While making nursing home and hospital calls one day, I visited several people who were on oxygen. A slim green hose ran from a machine to each person’s nostrils, piping in pure air to make his or her breathing easier. In each instance we prayed the Lord’s Prayer together in preparation for Holy Communion, our hands joined and our voices speaking together. I was struck by the strength with which each of these people prayed. Their bodies were weakened in many ways, yet the prayer flowed vigorously from their lips, as if the prayer as well as the oxygen was helping them breathe.
A friend of mine recalls that her mother always sat sideways in her chair during meals. Whether the table was surrounded by family members or invited guests, she was poised for action. She’d jump up if she’d forgotten something in the kitchen, if someone wanted steak sauce rather than the ketchup that was on the table, or if it was time to pass the serving dishes around again. This mom seldom relaxed enough to enjoy the food and conversation.
We were at the lake, my daily walking spot. I had brought a friend who needed to talk. Her head was down as if she were searching for meaning, hope and traces of God’s ways in the ruts of the muddy path. My head was down too, in silent solidarity. We walked. Suddenly I missed a familiar pitter-patter—my dog was nowhere to be seen.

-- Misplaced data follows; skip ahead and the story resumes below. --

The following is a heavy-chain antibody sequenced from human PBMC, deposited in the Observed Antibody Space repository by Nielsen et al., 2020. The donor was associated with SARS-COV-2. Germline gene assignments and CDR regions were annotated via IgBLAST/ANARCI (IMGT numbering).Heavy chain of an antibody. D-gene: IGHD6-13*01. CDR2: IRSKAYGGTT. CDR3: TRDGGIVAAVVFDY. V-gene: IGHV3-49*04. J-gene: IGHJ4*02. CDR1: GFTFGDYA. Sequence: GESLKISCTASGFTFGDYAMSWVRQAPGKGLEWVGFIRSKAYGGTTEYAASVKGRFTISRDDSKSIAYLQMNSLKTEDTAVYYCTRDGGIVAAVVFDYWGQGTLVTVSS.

Imagine that Congress has set up a committee to report on the disquieting events on the Jerusalem-Jericho road and their aftermath. Here are some excerpts from its findings: “The Inquiry is satisfied that the priest acted in a thoroughly professional manner. We are aware that he is a man of high profile in Jerusalem society, and that his first priority is to conduct his temple duties in a proper manner. Getting involved in self-indulgent gestures of solidarity is not recommended: such projects are invariably underresourced, nonstrategic and open to media misinterpretation."
Vacation time grips the imagination of Westerners. In Britain, it is now possible to buy an airline ticket on the Internet for a few pounds, then land in a European city for a quick break, boosted by the elixir of novelty and the thrill of just being able to do it. A different language, a different currency, a different climate and adventures await. And why not? The best way to understand your own culture is to live in another.